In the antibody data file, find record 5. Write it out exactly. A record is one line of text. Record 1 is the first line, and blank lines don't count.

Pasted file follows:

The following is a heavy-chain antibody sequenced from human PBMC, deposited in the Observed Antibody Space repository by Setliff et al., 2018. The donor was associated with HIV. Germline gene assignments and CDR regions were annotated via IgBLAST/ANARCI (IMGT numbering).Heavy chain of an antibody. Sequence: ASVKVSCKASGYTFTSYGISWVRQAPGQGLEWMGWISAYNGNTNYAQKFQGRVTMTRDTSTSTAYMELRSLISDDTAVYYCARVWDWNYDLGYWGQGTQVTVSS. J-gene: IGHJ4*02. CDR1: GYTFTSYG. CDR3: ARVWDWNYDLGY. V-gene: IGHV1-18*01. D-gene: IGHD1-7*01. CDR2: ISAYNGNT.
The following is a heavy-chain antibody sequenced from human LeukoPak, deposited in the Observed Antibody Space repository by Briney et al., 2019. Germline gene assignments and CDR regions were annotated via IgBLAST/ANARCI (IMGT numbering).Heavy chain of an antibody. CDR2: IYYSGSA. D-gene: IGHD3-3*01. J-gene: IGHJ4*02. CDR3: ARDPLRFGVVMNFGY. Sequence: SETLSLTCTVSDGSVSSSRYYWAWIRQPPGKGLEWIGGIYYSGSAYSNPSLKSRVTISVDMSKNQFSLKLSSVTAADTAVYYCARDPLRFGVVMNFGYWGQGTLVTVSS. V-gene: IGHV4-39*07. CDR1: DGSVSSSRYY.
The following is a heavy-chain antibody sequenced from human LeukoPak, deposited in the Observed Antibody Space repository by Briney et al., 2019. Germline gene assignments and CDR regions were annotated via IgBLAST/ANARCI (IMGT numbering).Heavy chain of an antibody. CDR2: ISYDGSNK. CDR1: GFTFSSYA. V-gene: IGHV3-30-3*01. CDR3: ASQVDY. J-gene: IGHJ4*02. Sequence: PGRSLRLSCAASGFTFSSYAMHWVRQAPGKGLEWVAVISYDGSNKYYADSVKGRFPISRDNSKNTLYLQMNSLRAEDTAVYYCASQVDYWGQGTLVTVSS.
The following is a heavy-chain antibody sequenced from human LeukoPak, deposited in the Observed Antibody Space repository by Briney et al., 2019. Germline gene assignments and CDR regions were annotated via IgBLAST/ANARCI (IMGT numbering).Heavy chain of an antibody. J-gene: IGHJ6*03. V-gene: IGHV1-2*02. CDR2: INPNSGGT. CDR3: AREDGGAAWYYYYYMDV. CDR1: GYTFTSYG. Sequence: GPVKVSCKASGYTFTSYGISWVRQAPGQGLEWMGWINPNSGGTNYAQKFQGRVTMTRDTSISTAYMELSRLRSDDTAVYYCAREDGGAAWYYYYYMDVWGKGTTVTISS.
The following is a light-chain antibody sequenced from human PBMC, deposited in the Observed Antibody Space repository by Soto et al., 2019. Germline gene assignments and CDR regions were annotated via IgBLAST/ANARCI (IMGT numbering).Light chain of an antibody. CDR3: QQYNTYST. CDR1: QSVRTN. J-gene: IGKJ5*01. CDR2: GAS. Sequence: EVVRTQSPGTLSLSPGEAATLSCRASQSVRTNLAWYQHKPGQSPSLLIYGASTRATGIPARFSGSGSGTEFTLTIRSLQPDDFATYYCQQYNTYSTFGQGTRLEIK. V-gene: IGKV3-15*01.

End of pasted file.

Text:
The following is a light-chain antibody sequenced from human PBMC, deposited in the Observed Antibody Space repository by Soto et al., 2019. Germline gene assignments and CDR regions were annotated via IgBLAST/ANARCI (IMGT numbering).Light chain of an antibody. CDR3: QQYNTYST. CDR1: QSVRTN. J-gene: IGKJ5*01. CDR2: GAS. Sequence: EVVRTQSPGTLSLSPGEAATLSCRASQSVRTNLAWYQHKPGQSPSLLIYGASTRATGIPARFSGSGSGTEFTLTIRSLQPDDFATYYCQQYNTYSTFGQGTRLEIK. V-gene: IGKV3-15*01.